By Kim Walter
Central High School's chapter of the Family, Career and Community Leaders of America has been selected to receive the 2013 National STOP the Violence Award.
While not required by the national organization, the group in Woodstock decided to work toward the Students Taking On Prevention award by raising awareness about abuse in teenage relationships.
The chapter worked throughout the school year to design a project addressing teen dating violence. During February, Teen Dating Awareness Month, members collaborated with the school's theater arts students to create a video and presentation for about 200 of their peers.
The presentation touched on several topics, including abuse, the prevalence of dating violence, warning signs and national statistics.
However, instead of just showing facts and figures, theater students were used to act out an example of an abusive relationship. A high school-aged girl was shown several times interacting with her boyfriend. The male was both verbally and physically abusive.
Even though the teen was ashamed of the bruises on her face and the control that her boyfriend had over her, the video communicated just how difficult it can be for a victim to get help.
Several of the teen's friends were shown asking questions and offering support, but the boyfriend's grip was too tight. The emotional images went hand in hand with the warning signs and advice given throughout the video.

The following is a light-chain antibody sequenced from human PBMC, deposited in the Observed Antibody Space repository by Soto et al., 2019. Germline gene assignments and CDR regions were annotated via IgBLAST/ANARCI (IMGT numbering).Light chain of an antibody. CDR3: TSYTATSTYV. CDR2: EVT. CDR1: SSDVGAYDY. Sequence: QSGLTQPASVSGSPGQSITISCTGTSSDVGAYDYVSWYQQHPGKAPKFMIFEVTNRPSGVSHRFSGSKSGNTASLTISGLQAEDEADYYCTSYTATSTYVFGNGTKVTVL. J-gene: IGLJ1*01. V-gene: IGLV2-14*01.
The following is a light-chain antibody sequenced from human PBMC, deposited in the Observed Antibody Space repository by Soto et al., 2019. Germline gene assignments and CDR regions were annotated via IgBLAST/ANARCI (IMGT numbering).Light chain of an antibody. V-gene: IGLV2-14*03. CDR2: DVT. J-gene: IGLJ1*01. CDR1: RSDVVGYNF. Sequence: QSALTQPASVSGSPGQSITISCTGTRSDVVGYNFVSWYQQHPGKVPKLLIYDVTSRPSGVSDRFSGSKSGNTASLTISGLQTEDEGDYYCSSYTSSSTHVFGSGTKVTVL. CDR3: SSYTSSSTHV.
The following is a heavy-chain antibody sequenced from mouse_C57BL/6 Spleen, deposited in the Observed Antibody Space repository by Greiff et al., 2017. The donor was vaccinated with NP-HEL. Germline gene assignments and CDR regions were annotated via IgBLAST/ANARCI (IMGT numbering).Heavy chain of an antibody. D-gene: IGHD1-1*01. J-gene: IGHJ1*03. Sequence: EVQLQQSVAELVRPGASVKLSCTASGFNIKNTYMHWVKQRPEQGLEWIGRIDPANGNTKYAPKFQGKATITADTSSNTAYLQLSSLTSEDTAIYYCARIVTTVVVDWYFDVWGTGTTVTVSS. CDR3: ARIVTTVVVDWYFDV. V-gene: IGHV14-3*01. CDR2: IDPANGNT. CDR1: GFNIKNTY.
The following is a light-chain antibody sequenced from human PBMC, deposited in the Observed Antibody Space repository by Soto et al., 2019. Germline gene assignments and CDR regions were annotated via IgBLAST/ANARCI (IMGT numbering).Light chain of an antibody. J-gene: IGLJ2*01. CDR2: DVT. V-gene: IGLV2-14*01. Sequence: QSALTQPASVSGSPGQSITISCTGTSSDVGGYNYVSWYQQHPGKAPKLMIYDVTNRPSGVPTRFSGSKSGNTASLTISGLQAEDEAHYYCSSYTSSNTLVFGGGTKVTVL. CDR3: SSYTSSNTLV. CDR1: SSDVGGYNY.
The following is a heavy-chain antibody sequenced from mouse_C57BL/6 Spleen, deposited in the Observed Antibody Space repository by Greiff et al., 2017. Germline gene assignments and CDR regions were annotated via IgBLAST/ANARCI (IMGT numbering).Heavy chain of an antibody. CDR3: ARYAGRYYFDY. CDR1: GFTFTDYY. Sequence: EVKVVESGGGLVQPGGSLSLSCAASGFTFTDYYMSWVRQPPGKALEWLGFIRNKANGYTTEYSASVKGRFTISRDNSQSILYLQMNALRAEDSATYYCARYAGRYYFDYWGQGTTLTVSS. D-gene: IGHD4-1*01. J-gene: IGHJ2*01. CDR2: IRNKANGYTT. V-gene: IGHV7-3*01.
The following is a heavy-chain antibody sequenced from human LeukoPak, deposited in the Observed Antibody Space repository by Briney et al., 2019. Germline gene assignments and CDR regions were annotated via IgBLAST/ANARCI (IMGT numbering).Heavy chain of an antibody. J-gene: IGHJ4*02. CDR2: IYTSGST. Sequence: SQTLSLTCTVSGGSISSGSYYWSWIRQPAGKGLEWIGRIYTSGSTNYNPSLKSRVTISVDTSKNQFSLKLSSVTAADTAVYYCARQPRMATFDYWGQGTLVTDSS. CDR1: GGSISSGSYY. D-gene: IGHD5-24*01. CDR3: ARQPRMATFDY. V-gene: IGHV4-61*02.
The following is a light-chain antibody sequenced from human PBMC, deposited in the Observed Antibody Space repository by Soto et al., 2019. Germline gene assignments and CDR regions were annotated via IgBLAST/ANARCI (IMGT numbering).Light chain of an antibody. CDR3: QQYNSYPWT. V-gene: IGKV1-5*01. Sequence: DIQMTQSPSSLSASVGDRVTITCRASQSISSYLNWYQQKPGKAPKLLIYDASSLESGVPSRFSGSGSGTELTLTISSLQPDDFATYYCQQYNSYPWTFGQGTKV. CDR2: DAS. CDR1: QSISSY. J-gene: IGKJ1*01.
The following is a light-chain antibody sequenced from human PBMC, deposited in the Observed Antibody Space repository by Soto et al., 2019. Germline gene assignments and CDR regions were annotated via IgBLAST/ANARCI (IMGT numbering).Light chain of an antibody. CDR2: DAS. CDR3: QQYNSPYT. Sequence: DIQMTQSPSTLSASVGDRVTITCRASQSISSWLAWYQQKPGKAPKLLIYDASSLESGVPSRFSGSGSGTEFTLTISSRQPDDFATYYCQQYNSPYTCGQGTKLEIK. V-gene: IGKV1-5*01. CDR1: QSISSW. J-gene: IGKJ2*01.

The video also was set to a modern, popular song - "Love the Way You Lie" by Eminem, featuring Rihanna. Students thought the recognizable song and powerful lyrics might help the overall message sink in.
Raelyn Hamilton, the school's FCCLA adviser, said students were excited to receive the news that they'd won a national competition.
"I mean, I've been here for five years, and they've never gotten an award this big," she said.
The chapter will be recognized at the national FCCLA conference in Nashville, Tenn. this July. In addition to that, they get $1,000.
Hamilton said the money will be used for next year's chapter, and it will be up to the new officers to decide what community projects will take place thanks to the increased funds. Since the chapter did so well with a video project, Hamilton said something similar - but dealing with a different topic - could be in the works.
The chapter also will be featured in the state's FCCLA magazine, "Teen Time" Their video was posted to the Virginia FCCLA Facebook page as well.
"I know it wasn't required for them to work on a peer educating program, but I'm glad they did," she said. "It's great that they're getting the recognition they deserve, and hopefully the students here, who got to see the presentation, learned something, too."
To watch the winning video, go to the Virginia FCCLA page on Facebook, and scroll down to the post made on March 5.
Contact staff writer Kim Walter at 540-465-5137 ext. 191, or email@example.com